Panoptic Gaze and Panoramic View in and of Late 18th and Early 19th Century Imperial Russia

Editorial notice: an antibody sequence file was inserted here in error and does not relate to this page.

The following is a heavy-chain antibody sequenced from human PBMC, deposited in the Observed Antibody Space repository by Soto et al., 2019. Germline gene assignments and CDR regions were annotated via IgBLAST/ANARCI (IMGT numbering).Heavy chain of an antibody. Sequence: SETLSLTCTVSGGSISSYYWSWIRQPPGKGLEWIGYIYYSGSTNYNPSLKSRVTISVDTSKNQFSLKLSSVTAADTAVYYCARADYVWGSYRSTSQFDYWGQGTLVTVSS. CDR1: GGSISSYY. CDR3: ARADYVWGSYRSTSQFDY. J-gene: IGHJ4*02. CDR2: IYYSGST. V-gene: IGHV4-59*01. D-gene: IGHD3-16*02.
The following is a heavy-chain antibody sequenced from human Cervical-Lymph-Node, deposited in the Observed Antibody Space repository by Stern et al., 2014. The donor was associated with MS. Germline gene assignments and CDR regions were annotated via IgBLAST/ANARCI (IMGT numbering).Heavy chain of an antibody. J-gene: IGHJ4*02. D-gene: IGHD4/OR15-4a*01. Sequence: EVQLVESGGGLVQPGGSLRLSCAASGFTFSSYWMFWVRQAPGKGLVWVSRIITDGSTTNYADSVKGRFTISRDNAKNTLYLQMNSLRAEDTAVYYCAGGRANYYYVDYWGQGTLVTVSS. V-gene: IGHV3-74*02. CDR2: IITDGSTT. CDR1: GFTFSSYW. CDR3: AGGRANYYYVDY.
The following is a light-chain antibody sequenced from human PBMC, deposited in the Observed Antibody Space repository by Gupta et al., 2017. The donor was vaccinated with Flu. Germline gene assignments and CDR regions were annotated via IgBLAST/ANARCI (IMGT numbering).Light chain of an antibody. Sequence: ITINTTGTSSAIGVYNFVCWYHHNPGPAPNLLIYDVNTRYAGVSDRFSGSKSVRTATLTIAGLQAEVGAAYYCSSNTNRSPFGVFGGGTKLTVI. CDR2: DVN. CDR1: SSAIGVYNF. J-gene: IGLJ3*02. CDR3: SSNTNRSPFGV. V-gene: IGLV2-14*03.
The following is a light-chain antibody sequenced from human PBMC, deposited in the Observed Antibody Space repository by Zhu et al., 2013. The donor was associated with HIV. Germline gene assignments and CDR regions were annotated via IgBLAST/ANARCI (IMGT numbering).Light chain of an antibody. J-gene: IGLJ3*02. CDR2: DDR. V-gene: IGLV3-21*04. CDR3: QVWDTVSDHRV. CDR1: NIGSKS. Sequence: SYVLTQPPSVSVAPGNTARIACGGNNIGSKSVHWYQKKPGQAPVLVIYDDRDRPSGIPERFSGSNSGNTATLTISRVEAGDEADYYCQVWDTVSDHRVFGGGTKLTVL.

In the Russian Empire, the panoptic gaze and the panoramic view developed and were closely intertwined from the late eighteenth century onward. Both scopic regimes required a specific organisation of space and visibility in order to establish a dual relation between the observers and the observed, as was the case in the cinematograph that emerged later. This article aims to reconstruct their interconnection, starting from the “inspection trip” that Empress Catherine II made to Crimea in 1787 and drawing in descriptions and depictions from contemporary newspapers, travelogues, and paintings. During the early nineteenth century, the newly established public life of the promenades and parks in Saint Petersburg was captured by both viewing regimes; however, the distance between the observers and the observed was reduced. At the same time, a new form of moving panoramas emerged, such as The Promenade to Catherinehof on May 1, 1824-25 by Karl von Hampeln (Karl K. Gampel’n), who introduced various self-reflecting motifs of seeing and observing into his carnivalesque procession. The same visual and spatial phenomena were also described in contemporary city feuilletons about Saint Petersburg, dedicated to early tourist excursions, which were closely linked to the imperial and dynastic memory cultures. The author analyses a feuilleton about the Catherinehof promenade written by the journalist and publisher Fadei (Tadeusz) Bulgarin, who participated in it. After the suppressed Decembrist uprising in 1825, the distance between the observers and the observed again increased, as in the Panorama of Nevskii Prospect by Ivan A. Ivanov from 1830-35. Around 1900, when panoramas began to compete with the early cinematograph, the cinematic Panorama of the Trans-Siberian Railway in the Pavilion of the Russian Provinces at the World’s Fair in Paris conflated the imperial and the tourist gazes, exhibition and self-representation, the panoptic gaze and the panoramic view. Finally, the author traces both the scopic regimes in urban film and cinema trains during the 1920-30s and in Aleksandr Sokurov’s film Russkii kovcheg / Russian Ark (2002, Russia, Germany, Japan, Canada, Finland and Denmark).
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